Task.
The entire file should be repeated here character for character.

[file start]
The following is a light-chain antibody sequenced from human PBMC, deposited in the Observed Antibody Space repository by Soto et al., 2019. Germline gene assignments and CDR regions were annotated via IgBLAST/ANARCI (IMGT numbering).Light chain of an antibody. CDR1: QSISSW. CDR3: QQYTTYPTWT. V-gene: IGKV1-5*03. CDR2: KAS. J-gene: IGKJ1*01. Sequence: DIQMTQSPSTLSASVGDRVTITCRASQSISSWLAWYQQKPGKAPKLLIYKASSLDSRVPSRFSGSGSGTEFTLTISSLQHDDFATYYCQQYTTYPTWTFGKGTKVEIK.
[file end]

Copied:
The following is a light-chain antibody sequenced from human PBMC, deposited in the Observed Antibody Space repository by Soto et al., 2019. Germline gene assignments and CDR regions were annotated via IgBLAST/ANARCI (IMGT numbering).Light chain of an antibody. CDR1: QSISSW. CDR3: QQYTTYPTWT. V-gene: IGKV1-5*03. CDR2: KAS. J-gene: IGKJ1*01. Sequence: DIQMTQSPSTLSASVGDRVTITCRASQSISSWLAWYQQKPGKAPKLLIYKASSLDSRVPSRFSGSGSGTEFTLTISSLQHDDFATYYCQQYTTYPTWTFGKGTKVEIK.